The issues involved in poverty, inequality and social justice are many and varied, from basic access to education and healthcare, to the financial crisis and resulting austerity, and now COVID-19. Addressing Goal 1: No Poverty, Goal 5: Gender Equality, Goal 10: Reduced Inequalities and Goal 16: Peace, Justice and Strong Institutions, our list both presents research on these topics and tackles emerging problems. A key series in the area is the SSSP Agendas for Social Justice.
This focus has always been at the heart of our publishing with the view to making the research in this area as visible and accessible as possible in order to maximise its potential impact.
Bristol University Press and Policy Press are signed up to the UN SDG Publishers Compact. In Poverty, inequality and social justice, we aim to address the following goals:
Poverty, Inequality and Social Justice
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Today, production processes have become fragmented with a range of activities divided among firms and workers across borders. These global value chains are being strongly promoted by international organisations, such as the World Bank and the World Trade Organization, but social and political backlash is mounting in a growing variety of forms.
This ambitious volume brings together academics and activists from Europe to address the social and environmental imbalances of global production. Thinking creatively about how to reform the current economic system, this book will be essential reading for those interested in building sustainable alternatives at local, regional and global levels.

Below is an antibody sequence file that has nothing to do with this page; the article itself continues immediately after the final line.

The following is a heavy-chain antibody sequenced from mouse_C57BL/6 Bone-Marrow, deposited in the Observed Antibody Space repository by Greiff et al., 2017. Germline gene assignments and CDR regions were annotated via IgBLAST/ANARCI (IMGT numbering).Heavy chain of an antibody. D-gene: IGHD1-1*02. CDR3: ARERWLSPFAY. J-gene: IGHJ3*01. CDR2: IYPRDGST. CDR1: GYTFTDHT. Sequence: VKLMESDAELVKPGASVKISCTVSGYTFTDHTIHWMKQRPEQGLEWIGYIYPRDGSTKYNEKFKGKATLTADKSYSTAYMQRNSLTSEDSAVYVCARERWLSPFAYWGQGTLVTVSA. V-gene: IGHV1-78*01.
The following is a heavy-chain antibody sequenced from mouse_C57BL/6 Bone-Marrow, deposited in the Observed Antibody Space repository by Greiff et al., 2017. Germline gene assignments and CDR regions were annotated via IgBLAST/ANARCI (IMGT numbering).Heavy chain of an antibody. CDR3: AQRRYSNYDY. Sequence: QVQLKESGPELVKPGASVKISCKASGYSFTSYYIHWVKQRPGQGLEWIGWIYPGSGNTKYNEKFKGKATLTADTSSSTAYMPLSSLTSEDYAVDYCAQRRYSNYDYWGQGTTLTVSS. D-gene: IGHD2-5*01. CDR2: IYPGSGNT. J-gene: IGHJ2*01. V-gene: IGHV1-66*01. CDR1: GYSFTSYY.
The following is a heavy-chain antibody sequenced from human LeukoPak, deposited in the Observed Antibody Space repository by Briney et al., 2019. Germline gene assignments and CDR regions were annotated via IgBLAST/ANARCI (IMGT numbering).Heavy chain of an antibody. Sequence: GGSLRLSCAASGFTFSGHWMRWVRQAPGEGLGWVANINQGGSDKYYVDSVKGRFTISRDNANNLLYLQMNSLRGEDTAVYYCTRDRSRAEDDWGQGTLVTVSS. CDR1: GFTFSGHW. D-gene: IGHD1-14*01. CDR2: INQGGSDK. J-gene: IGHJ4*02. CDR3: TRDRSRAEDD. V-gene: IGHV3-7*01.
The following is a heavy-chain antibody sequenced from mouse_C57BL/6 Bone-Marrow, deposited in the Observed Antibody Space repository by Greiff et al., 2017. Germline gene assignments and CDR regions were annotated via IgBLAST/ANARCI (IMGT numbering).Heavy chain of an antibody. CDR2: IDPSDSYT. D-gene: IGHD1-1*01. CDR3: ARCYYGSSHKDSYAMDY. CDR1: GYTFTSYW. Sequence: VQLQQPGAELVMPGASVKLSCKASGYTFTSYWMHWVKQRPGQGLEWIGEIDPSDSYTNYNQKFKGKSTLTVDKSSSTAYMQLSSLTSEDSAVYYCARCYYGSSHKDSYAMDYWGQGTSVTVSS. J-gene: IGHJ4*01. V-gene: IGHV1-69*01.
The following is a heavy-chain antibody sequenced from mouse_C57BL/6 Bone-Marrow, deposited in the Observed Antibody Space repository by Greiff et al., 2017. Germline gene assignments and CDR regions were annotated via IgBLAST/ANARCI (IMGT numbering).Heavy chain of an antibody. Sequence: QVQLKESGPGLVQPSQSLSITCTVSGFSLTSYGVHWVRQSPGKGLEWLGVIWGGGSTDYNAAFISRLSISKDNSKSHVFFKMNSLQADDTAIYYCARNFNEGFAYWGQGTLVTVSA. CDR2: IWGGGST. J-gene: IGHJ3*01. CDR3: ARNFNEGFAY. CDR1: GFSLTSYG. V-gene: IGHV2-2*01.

ePDF and ePUB available Open Access under CC-BY-NC licence.
In recent years, the ‘city region’ has seen a renaissance as the de facto spatial centre of governance for economic and social development.
Rich in case study insights, this book provides a critique of city-region building and considers how governance restructuring shapes the political, economic, social and cultural geographies of devolution. Reviewing the Greater Manchester, Sheffield, Swansea Bay City Regions, Cardiff Capital Region and the North Wales Growth Deal, the authors address the tensions and opportunities for local elites and civil society actors.
Based on original empirical material, situated within cutting edge academic and policy debates, this book is a timely and lively engagement with the shifting geographies of economic and social development in Britain.